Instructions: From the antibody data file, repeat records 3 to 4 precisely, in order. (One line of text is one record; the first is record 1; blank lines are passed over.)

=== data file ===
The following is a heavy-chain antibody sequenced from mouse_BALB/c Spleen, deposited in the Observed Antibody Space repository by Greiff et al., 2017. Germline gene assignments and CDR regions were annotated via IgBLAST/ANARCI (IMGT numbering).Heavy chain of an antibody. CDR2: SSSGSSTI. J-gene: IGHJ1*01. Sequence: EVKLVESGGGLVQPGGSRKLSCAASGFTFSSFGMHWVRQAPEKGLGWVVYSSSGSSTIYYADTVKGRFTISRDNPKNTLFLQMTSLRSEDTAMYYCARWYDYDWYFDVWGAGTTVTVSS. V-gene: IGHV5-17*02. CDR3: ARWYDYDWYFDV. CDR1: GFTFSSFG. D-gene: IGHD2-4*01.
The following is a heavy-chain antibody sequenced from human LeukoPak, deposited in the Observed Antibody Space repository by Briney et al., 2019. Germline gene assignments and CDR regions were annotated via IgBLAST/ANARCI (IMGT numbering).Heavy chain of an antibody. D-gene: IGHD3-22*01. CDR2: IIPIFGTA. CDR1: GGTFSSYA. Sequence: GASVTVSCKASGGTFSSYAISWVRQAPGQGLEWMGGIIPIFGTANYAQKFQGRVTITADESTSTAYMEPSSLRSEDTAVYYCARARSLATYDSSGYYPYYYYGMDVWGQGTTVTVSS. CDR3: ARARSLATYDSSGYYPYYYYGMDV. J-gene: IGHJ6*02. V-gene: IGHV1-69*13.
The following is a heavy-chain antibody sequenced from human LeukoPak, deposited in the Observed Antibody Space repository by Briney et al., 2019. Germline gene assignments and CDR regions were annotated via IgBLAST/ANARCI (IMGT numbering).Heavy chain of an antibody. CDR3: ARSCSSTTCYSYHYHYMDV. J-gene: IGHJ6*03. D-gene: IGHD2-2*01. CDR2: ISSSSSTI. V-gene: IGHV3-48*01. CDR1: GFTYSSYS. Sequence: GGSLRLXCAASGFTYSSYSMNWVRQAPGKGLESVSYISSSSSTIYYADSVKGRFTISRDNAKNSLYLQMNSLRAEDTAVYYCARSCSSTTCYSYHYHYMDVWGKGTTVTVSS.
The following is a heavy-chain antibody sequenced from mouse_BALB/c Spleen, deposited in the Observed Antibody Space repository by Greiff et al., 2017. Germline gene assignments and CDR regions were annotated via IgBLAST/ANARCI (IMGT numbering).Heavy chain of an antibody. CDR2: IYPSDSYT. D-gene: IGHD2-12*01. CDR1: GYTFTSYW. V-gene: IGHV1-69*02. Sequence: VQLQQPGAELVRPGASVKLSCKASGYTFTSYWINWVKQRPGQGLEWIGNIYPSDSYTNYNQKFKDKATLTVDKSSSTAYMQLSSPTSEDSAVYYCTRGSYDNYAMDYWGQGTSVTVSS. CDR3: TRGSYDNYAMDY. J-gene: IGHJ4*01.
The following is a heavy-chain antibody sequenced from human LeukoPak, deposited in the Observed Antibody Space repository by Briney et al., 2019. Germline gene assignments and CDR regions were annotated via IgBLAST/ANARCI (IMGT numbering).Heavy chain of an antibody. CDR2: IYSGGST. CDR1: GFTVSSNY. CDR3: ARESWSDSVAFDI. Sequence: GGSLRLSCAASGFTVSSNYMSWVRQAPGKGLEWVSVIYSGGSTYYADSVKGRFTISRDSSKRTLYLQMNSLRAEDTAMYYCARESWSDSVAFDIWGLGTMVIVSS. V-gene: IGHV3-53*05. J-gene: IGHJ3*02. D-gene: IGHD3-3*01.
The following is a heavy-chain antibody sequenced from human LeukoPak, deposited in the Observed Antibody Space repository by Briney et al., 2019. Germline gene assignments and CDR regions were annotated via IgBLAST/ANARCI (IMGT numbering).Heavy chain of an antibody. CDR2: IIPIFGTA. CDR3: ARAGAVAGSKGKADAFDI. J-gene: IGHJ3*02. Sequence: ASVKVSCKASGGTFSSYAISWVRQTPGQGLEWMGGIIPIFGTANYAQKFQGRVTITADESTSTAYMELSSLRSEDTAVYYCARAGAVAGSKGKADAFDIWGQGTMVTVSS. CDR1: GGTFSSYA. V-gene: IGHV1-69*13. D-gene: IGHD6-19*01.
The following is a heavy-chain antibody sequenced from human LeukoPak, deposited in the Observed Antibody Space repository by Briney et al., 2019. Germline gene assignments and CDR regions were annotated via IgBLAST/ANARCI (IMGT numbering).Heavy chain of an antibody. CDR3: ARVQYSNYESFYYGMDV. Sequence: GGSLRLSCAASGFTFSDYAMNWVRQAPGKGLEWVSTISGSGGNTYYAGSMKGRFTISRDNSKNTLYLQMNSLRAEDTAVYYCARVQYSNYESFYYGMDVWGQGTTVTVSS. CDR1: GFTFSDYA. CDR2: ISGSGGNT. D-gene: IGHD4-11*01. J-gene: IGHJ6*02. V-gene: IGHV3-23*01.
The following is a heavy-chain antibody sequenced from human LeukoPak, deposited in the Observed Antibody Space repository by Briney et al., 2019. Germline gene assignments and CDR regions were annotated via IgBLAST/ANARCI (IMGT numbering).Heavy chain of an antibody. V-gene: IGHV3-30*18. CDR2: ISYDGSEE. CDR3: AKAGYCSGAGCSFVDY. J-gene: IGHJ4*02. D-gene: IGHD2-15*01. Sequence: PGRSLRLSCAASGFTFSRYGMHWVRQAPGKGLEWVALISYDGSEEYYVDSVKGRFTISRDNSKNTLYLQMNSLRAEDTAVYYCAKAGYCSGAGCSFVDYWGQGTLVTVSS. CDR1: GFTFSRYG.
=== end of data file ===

The following is a heavy-chain antibody sequenced from human LeukoPak, deposited in the Observed Antibody Space repository by Briney et al., 2019. Germline gene assignments and CDR regions were annotated via IgBLAST/ANARCI (IMGT numbering).Heavy chain of an antibody. CDR3: ARSCSSTTCYSYHYHYMDV. J-gene: IGHJ6*03. D-gene: IGHD2-2*01. CDR2: ISSSSSTI. V-gene: IGHV3-48*01. CDR1: GFTYSSYS. Sequence: GGSLRLXCAASGFTYSSYSMNWVRQAPGKGLESVSYISSSSSTIYYADSVKGRFTISRDNAKNSLYLQMNSLRAEDTAVYYCARSCSSTTCYSYHYHYMDVWGKGTTVTVSS.
The following is a heavy-chain antibody sequenced from mouse_BALB/c Spleen, deposited in the Observed Antibody Space repository by Greiff et al., 2017. Germline gene assignments and CDR regions were annotated via IgBLAST/ANARCI (IMGT numbering).Heavy chain of an antibody. CDR2: IYPSDSYT. D-gene: IGHD2-12*01. CDR1: GYTFTSYW. V-gene: IGHV1-69*02. Sequence: VQLQQPGAELVRPGASVKLSCKASGYTFTSYWINWVKQRPGQGLEWIGNIYPSDSYTNYNQKFKDKATLTVDKSSSTAYMQLSSPTSEDSAVYYCTRGSYDNYAMDYWGQGTSVTVSS. CDR3: TRGSYDNYAMDY. J-gene: IGHJ4*01.